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Robert Tabb's Yankee # 206, Eugene, Oregon - updated February 17, 2013  

June 15, 2010. DFI* Peter Keyes, on a continuing search for his own Dolphin, discovered #206 in a well known Dolphin hiding place - the back lot of a boat yard. In this case, the Underwood Boat Yard in Eugene, Oregon. This yard also is the home to 2 other Dolphins, Don Barnett's Casandra Rose, O'Day #56, and David Etherington's Dolphin, Yankee #193. Click on the names to go to them.

We are hoping to hear soon from owner Rob Tabb with more information about #206. This is our 158th 'found" Dolphin. Click here to find out more about our Number of Dolphins Found project.

Here is Peter's report and photos.


We corresponded a bit last October - I'm the guy in the NW with the  Wm. Garden Eel (photo at left) who might be looking for a Dolphin.  I'm still  interested, but many things have slowed down any movement on boats -  such as a bike crash that broke enough body parts to slow me down for  2 months.

I've been in contact with Warren Levine in the Bay Area about his boat  (which looks very nice), but I realized that all my interest in  Dolphins was theoretical, and that I should see one in person before I  headed off on longdistances to check one out.  So looking into a  local boat storage yard, I spotted Don Barnett's, Cassandra Rose, and  went back today to see it up close.  And hidden away in the back,  there was an unknown - Hull no.206.

I've attach some pictures.  It  looks like a gut remodel to me, which I just don't have the energy to  do. The owner may be coming to the realization that he doesn't  either, so it does seem to be on the market.

The good thing about seeing this boat was I was convinced that this is  a great size for us - the cabin is just right, cockpit fine, can be  pulled by my F-150, etc.  So I'm going to keep looking in a desultory  way.  I like the era of Warren's boat - the Yankee's that still had  wood trim, coamings and hatches.

I don't like dinette berths, but  based on what I've seen, it should be possible to move/cut down the  galley and make one quarter berth on the port side.  My inclination  would be to buy one from this era in good shape, but given everything  else I have to do now (like move up to Whidbey for the summer and get  the Eel in the water) I'm not sure I'll make it to the Bay Area, and  then have to get a trailer made for that boat, etc.   If one of the NW  boats from this era (Yankee Girl Esther, Thistle, Parakletos)  ever  came on the market, I'd be very interested, but they all seem like  very long shots.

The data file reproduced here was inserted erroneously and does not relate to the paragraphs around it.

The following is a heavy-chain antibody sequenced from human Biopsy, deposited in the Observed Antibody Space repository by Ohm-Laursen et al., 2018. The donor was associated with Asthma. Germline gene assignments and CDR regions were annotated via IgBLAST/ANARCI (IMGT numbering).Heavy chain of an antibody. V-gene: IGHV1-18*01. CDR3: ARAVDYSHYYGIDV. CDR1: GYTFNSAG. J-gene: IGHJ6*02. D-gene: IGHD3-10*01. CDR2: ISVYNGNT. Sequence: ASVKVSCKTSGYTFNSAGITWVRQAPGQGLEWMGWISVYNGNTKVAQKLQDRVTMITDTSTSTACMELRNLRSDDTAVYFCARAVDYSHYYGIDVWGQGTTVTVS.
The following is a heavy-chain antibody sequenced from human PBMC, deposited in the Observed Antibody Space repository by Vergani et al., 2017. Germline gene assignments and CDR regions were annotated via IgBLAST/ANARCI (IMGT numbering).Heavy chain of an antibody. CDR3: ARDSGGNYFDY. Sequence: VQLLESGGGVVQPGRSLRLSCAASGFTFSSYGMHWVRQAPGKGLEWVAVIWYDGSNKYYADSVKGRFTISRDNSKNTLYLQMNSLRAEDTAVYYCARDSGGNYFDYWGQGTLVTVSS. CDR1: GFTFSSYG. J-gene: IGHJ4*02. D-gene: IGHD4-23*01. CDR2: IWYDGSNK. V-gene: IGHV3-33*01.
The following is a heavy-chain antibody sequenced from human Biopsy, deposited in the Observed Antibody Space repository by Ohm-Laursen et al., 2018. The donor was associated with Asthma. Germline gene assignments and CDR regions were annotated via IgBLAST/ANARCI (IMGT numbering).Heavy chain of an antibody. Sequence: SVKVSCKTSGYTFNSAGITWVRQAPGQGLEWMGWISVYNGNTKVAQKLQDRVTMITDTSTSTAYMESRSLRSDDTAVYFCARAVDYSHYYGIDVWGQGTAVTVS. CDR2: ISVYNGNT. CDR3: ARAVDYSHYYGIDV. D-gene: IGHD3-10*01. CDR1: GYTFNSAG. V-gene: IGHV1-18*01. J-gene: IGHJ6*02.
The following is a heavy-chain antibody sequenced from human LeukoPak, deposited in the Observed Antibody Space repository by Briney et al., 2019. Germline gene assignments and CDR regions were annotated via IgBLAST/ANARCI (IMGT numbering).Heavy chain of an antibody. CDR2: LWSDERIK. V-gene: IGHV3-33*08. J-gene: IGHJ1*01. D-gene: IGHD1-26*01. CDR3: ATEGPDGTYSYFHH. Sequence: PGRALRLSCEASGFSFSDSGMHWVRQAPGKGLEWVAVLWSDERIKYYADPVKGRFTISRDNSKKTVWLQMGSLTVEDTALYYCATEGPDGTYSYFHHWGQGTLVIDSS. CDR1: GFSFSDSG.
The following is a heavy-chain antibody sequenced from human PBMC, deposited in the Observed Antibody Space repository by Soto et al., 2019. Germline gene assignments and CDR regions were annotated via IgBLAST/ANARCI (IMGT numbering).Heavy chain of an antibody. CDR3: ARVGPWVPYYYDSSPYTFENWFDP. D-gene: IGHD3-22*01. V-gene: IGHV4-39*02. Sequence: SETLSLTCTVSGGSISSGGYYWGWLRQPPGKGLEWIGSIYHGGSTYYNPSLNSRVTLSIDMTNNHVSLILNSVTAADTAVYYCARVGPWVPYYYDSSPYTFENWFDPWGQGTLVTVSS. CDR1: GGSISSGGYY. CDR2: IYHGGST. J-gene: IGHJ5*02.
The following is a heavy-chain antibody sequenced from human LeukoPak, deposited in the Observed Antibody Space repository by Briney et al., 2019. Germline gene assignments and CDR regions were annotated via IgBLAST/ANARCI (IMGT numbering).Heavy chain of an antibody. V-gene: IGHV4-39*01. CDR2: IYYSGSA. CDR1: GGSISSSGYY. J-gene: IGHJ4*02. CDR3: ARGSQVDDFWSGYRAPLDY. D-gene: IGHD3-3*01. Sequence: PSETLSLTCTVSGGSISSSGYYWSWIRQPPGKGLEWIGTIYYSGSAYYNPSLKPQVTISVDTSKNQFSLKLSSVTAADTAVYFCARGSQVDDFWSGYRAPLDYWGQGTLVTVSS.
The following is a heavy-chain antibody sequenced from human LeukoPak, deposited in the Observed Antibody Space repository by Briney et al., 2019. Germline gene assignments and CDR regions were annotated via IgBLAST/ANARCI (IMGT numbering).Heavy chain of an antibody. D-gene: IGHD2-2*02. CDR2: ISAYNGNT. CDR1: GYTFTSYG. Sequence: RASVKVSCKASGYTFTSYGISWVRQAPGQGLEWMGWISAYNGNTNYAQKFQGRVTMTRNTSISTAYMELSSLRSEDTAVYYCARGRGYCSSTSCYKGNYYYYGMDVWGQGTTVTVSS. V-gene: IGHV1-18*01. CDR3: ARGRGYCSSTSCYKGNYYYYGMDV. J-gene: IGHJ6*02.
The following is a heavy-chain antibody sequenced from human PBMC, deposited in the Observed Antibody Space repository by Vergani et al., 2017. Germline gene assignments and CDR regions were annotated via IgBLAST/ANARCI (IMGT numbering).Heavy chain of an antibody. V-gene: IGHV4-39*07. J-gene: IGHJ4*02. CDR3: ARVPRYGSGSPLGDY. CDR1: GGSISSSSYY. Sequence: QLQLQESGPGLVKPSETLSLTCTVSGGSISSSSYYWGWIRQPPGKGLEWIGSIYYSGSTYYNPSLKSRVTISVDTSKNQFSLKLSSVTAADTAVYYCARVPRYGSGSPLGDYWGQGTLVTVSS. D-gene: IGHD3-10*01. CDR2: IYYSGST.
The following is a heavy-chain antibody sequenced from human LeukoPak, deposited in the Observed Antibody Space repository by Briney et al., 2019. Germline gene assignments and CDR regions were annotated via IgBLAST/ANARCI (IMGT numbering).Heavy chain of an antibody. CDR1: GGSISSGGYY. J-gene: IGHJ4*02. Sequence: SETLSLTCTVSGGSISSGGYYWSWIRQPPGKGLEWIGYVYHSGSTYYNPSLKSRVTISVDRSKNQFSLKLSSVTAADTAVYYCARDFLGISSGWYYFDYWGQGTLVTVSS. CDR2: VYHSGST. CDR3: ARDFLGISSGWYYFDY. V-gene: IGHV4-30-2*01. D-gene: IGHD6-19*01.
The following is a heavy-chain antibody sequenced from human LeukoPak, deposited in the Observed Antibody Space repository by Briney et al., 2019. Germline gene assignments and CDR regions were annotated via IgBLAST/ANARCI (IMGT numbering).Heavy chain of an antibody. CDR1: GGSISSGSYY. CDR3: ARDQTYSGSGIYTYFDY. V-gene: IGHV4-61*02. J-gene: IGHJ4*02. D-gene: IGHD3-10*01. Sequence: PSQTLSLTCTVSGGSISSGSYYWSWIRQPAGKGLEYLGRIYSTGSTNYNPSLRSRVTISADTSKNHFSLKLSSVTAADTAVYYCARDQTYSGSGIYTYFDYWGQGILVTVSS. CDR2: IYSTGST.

Anyway, I'm glad to have done my part in support of the Great Dolphin  24 Quest, as partial payback for all the fantastic information and  insights I've gotten from your website!

Hope you're having some great sailing weather back east, and I'll be  in touch if there's any movement on my part here.



* DFI - Dolphin Field Investigator - click here to find out about this group


February 17, 2013. Another DFI, Joe Sharpe (Yanqui, #197)


I just happened to be down at the boatyard in Eugene, Oregon where poor nameless hull 206 rests. Depressing, but maybe not totally hopeless.  She's the dream of some (poor sob) guy who hasn't even heard of Dolphins yet.

Anyhow, I snapped a couple photos, neither very good (she's tucked in between other boats).

Take care, Joe


















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